The importance of Coulombic interactions is most strikingly revealed upon comparing the affinities of native and charge-modified HSA. Amination and succinylation increases and decreases, respectively, the probability of positively charged regions on the protein surface. Therefore, the binding affinity to negatively charged, DHLA-functionalized NPs (QDs and AuNCs, Table 2) increases in the order HSAsuc < HSA < HSAam. We note that the affinity of HSA toward very small Ag (RH ≈ 1.1 nm) and Au (RH ≈ 1.6 nm) NCs is much higher than that toward the QDs, which may be due to the different NP sizes. The Au– and Ag–NPs are much smaller than the DHLA–QDs, and even smaller than an HSA molecule. The protein surface appears to be randomly covered with positively and negatively charged regions. The modified proteins, HSAam and HSAsuc, have a larger fraction of positive and negative regions, respectively, than the native protein. A small, negatively charged metal NP is likely to find a small region with a positive surface charge, whereas the larger footprint of a QD will average over negative and positive regions, so that its affinity is lower than that of the small metal NP. If the fraction of positive regions is increased, this selective interaction should become less important. Indeed, we observe comparable, high affinities of the small metal NPs and the larger QDs toward HSAam (Table 2).

A very high affinity, similar to the one of HSAam to negatively charged NPs, was also found for HSA binding to cysteamine-coated QDs, with KD ≈ 0.03 µM. We note that it is very difficult to maintain the condition [HSA] >> [NP] under these high-affinity conditions, which ensures that the concentration of freely diffusing HSA is not altered appreciably upon binding to the NPs. The result of not having HSA in large excess over binding sites is an apparent Hill parameter higher than 1 (here, 1.5 ± 0.4, although it is not that significant in view of its large error), and the real KD will, in fact, be even lower than the one that is quoted.

Reversibility of corona formation

A quantitative analysis in terms of equilibrium binding isotherms strictly only applies if corona formation is reversible. However, depending on the NP surface, protein adsorption may lead to tight binding, often accompanied by a substantial loss of protein structure. In such cases, desorption can be severely impeded, that is, corona formation is no longer reversible and cannot be treated as an equilibrium process. In fact, most other studies of protein corona formation rely on the separation of NPs with adsorbed proteins from the supernatant and, therefore, are only sensitive to strongly bound proteins, having dissociation rates longer than the experimental time scale [54].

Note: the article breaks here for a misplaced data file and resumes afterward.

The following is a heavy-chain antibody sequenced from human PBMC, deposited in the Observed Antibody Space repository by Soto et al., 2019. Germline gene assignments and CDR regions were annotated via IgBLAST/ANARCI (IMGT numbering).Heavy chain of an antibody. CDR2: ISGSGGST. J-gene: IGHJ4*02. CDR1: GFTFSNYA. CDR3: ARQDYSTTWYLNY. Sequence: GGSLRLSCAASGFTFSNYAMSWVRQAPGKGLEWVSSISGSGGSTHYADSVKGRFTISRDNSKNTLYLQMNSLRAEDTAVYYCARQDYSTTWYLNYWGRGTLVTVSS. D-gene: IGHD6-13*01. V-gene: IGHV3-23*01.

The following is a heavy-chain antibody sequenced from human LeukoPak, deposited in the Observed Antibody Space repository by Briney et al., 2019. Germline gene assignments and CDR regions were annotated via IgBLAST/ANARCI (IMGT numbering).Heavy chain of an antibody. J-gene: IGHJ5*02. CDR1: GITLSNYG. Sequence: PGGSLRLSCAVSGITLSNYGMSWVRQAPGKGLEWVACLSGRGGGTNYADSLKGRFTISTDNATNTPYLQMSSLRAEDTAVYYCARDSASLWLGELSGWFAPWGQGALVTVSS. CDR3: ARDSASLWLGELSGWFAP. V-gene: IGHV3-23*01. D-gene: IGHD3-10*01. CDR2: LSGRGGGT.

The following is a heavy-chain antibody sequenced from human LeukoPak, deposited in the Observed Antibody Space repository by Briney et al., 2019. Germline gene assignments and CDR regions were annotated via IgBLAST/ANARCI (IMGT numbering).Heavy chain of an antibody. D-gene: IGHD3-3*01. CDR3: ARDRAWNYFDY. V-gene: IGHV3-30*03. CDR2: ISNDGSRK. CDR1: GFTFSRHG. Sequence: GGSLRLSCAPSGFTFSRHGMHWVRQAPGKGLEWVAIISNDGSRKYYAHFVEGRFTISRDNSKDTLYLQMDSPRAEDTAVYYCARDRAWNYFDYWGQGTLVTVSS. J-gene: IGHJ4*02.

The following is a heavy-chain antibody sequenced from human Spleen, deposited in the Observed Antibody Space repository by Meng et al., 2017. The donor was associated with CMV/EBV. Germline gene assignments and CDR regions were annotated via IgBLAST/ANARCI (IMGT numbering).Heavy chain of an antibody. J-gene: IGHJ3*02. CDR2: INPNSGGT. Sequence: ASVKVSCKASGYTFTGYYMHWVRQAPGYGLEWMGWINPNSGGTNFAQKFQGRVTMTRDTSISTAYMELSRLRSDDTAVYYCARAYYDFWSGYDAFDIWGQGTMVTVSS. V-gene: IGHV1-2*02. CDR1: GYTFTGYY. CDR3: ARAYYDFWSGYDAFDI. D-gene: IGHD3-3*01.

To probe reversibility, we have measured the hydrodynamic radius, RH, of DHLA–QDs by using FCS. Subsequently, we have incubated the NPs with protein at a concentration that was sufficiently high to ensure formation of a complete corona to determine its thickness, ΔRH. Afterwards, the protein in the solution was diluted quantitatively up to 104-fold and, after a brief equilibration period, ΔRH was measured again. For DHLA-functionalized QDs incubated with HSA, HSAsuc and HSAam, all points of the controlled desorption experiments lay on the respective binding curves within the experimental error, indicating that corona formation was indeed fully reversible (Figure 3a,c,e, blue symbols).

For polymer-coated Fe–Pt NPs, FCS experiments indicated incomplete desorption of HSA, that is, non-equilibrium binding (unpublished data). Considering that the ≈3 nm thick [30] polymer shell consists of dodecylamine crosslinked by poly(isobutylene alt-maleic anhydride) [55], it is highly likely that some HSA molecules get entangled in the polymeric meshwork and may even denature. In general, a protein molecule interacting with a NP may change and even completely denature if the interaction free energy is comparable or larger than the internal energy needed to stabilize its structure. Notably, proteins consist of typically a few thousand atoms but are stabilized by an energy only corresponding to a few hydrogen bonds and, therefore, exhibit large-scale fluctuations at room temperature [56,57]. Thus, already fairly weak interactions can disturb or even unfold proteins. Depending on the details of the NP–protein interaction, a simple equilibrium binding model may in many cases be an oversimplification.